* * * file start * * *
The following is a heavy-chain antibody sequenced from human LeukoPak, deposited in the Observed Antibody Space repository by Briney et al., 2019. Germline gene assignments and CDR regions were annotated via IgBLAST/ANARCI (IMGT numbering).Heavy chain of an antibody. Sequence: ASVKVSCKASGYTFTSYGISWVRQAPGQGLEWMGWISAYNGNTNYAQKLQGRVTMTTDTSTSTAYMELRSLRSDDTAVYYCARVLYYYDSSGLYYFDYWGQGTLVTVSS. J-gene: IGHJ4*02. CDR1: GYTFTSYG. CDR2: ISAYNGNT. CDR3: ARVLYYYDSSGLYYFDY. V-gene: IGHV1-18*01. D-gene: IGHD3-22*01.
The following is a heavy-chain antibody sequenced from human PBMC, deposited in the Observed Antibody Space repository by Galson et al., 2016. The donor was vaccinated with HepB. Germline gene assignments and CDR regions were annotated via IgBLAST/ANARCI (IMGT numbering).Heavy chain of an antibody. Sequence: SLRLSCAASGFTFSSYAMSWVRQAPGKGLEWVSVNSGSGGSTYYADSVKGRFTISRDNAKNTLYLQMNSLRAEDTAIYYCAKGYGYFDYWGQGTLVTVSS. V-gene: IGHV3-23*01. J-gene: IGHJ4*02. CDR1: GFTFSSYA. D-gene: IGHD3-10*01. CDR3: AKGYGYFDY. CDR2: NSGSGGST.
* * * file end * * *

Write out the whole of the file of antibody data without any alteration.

The following is a heavy-chain antibody sequenced from human LeukoPak, deposited in the Observed Antibody Space repository by Briney et al., 2019. Germline gene assignments and CDR regions were annotated via IgBLAST/ANARCI (IMGT numbering).Heavy chain of an antibody. Sequence: ASVKVSCKASGYTFTSYGISWVRQAPGQGLEWMGWISAYNGNTNYAQKLQGRVTMTTDTSTSTAYMELRSLRSDDTAVYYCARVLYYYDSSGLYYFDYWGQGTLVTVSS. J-gene: IGHJ4*02. CDR1: GYTFTSYG. CDR2: ISAYNGNT. CDR3: ARVLYYYDSSGLYYFDY. V-gene: IGHV1-18*01. D-gene: IGHD3-22*01.
The following is a heavy-chain antibody sequenced from human PBMC, deposited in the Observed Antibody Space repository by Galson et al., 2016. The donor was vaccinated with HepB. Germline gene assignments and CDR regions were annotated via IgBLAST/ANARCI (IMGT numbering).Heavy chain of an antibody. Sequence: SLRLSCAASGFTFSSYAMSWVRQAPGKGLEWVSVNSGSGGSTYYADSVKGRFTISRDNAKNTLYLQMNSLRAEDTAIYYCAKGYGYFDYWGQGTLVTVSS. V-gene: IGHV3-23*01. J-gene: IGHJ4*02. CDR1: GFTFSSYA. D-gene: IGHD3-10*01. CDR3: AKGYGYFDY. CDR2: NSGSGGST.